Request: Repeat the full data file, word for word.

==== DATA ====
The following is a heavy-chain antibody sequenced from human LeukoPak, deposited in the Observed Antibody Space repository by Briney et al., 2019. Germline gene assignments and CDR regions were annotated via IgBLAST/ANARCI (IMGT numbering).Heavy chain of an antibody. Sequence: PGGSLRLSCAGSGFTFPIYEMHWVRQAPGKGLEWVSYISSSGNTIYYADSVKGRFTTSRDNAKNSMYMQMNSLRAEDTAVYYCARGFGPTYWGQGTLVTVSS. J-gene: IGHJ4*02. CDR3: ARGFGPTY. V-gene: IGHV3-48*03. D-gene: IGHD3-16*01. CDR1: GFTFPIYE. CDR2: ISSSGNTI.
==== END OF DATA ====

The following is a heavy-chain antibody sequenced from human LeukoPak, deposited in the Observed Antibody Space repository by Briney et al., 2019. Germline gene assignments and CDR regions were annotated via IgBLAST/ANARCI (IMGT numbering).Heavy chain of an antibody. Sequence: PGGSLRLSCAGSGFTFPIYEMHWVRQAPGKGLEWVSYISSSGNTIYYADSVKGRFTTSRDNAKNSMYMQMNSLRAEDTAVYYCARGFGPTYWGQGTLVTVSS. J-gene: IGHJ4*02. CDR3: ARGFGPTY. V-gene: IGHV3-48*03. D-gene: IGHD3-16*01. CDR1: GFTFPIYE. CDR2: ISSSGNTI.